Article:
In the year since his passing, I think of Gustave often. His bright smile, his patience, his kindness. His driving work ethic and unswerving dedication to caring for his family and giving them his best. He was an incredible inspiration to me as a father and a friend. Gustave’s surprise and amazement at learning new things or simply hearing something for the first time was an absolute favorite memory. He would respond to a story, a new fact, or even learn a new word in English with absolute joy. I’d go as far as to say glee. His smile would stretch from cheek to cheek, and his eyes would grow large. He’d yell out, “really!” or “wow!” with pure childlike excitement, which would immediately cause me to smile as I caught his contagious energy of discovery. Goodness, I loved him and his view of the world. Gustave was a gift to everyone who knew him.

I believe Gustave approached each day ready to be amazed by what he would see. Filled with hope and humbly available to learn, prepared to be amazed. While I love the entire poem, it’s the last line of American poet Mary Oliver’s “Mysteries, Yes” that immediately makes me think of Gustave every time I read it.

Mysteries, Yes


Truly, we live with mysteries too marvelous

to be understood.

How grass can be nourishing in the

mouths of the lambs.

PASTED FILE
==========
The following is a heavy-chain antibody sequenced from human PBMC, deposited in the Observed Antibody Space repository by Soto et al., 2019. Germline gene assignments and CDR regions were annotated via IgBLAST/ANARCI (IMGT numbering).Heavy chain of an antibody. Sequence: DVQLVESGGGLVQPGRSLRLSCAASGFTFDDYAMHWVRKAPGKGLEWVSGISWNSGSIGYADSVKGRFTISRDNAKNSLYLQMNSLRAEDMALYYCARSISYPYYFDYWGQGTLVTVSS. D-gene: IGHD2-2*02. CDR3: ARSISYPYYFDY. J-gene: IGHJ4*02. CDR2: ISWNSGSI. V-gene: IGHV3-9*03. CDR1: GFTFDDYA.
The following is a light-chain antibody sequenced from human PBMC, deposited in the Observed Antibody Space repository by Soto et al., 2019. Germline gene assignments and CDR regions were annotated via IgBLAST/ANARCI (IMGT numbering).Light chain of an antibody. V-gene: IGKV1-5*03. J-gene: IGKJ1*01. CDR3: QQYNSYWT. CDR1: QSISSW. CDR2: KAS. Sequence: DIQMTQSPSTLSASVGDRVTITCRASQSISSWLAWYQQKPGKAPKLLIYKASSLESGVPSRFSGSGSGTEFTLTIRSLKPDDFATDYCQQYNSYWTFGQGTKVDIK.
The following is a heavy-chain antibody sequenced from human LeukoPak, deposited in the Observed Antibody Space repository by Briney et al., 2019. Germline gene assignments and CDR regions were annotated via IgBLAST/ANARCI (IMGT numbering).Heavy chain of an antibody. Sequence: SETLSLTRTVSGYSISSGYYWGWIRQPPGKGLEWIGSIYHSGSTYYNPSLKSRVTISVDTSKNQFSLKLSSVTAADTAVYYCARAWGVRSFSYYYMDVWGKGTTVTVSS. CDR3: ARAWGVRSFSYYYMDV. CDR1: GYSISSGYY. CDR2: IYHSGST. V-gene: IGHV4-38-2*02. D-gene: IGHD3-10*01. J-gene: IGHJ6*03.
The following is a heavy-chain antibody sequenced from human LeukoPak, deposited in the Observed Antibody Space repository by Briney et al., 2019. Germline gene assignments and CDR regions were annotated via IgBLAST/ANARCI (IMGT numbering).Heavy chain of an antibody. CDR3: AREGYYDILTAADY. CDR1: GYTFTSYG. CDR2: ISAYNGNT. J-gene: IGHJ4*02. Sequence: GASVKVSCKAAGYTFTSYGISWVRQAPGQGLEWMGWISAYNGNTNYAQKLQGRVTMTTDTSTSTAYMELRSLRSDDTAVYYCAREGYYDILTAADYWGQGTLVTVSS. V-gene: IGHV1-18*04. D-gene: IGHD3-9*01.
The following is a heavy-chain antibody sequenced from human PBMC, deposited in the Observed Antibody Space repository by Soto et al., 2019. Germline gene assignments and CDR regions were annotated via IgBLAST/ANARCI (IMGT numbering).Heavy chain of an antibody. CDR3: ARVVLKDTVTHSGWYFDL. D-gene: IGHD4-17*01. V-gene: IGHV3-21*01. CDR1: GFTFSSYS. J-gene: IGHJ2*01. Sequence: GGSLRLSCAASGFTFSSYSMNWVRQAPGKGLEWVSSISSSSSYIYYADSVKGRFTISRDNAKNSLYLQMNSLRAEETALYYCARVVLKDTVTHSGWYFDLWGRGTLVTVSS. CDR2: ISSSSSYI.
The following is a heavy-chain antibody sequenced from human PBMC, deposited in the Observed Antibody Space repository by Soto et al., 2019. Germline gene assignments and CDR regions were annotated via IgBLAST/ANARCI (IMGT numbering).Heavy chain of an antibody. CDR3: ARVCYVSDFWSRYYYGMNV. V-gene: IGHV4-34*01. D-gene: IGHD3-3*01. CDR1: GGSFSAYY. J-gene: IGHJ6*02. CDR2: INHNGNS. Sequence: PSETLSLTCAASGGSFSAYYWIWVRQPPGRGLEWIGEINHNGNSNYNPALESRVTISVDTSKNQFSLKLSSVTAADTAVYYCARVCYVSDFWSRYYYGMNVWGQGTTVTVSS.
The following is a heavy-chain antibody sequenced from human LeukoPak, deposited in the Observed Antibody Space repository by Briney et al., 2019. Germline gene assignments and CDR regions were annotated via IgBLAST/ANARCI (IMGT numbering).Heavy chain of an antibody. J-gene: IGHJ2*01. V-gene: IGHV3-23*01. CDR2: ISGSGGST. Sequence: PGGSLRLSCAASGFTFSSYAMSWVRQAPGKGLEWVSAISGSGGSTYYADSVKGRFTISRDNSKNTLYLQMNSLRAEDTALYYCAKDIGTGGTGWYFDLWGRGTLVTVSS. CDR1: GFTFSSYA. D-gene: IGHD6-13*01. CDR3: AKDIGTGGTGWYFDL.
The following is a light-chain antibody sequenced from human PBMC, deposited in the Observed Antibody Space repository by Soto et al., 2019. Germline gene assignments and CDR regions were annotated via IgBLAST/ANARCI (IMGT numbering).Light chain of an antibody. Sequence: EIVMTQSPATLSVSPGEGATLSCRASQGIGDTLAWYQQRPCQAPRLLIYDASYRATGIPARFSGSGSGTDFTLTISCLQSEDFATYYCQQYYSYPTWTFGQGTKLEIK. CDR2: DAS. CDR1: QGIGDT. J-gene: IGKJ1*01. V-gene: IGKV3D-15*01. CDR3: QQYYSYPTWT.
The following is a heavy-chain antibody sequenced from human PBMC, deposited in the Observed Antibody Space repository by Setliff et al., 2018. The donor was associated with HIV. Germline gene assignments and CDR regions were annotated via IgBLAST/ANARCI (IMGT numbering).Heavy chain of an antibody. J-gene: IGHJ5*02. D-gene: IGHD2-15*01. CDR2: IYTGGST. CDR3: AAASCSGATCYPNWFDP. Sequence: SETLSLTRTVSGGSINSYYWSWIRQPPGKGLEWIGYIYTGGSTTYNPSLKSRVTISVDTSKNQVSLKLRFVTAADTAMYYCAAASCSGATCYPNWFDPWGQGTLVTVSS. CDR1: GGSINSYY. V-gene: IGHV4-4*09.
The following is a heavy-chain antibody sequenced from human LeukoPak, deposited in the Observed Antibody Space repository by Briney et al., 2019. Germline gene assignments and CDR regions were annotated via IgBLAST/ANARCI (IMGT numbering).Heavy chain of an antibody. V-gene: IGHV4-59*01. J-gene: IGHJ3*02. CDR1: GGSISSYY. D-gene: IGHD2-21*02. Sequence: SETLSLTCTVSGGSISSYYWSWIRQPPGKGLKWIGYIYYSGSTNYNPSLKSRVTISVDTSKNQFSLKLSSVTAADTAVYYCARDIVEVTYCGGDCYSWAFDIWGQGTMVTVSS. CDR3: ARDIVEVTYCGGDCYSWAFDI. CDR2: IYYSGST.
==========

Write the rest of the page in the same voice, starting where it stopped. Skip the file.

How rivers and stones are forever

in allegiance with gravity

while we ourselves dream of rising.

How two hands touch and the bonds will

never be broken.

How people come, from delight or the

scars of damage,

to the comfort of a poem.

Let me keep my distance, always, from those

who think they have the answers.

Let me keep company always with those who say

“Look!” and laugh in astonishment,

and bow their heads.

~ Mary Oliver

“Mysteries, Yes” by Mary Oliver
Reprinted by the permission of The Charlotte Sheedy Literary Agency as agent for the author.
Copyright (c) Mary Oliver 2009 with permission of Bill Reichblum.

Gustave Cadet, a man of God. A humble, hard-working, loving husband, father, and friend. I miss him very much. As we celebrate Father’s Day, I will, of course, celebrate my father, but I will also reflect on one of the most excellent fathers I’ve ever known. At Gustave’s Celebration of Life, we sang two hymns in Kreyol. One of them was “Take My Life.” Frances Havergal wrote these words back in 1874, “Take my moments and my days; let them flow in ceaseless praise.” Gustave lived his short life to its fullest. He worked hard, loved harder, and met each day with refreshed hope and joy. His life was lived in praise to God as he faithfully served those around him and celebrated each new day. I am thankful to have been able to share some time with him.

Do you have a father or father figure who was/is influential to you? We would love to hear about them. Share your story in the comments below. 

The author, Dave Kless, serves as Heartline’s Director of US Operations. He’s been part of the Heartline team for seven years. You can reach him via email at dave@heartlineministries.org.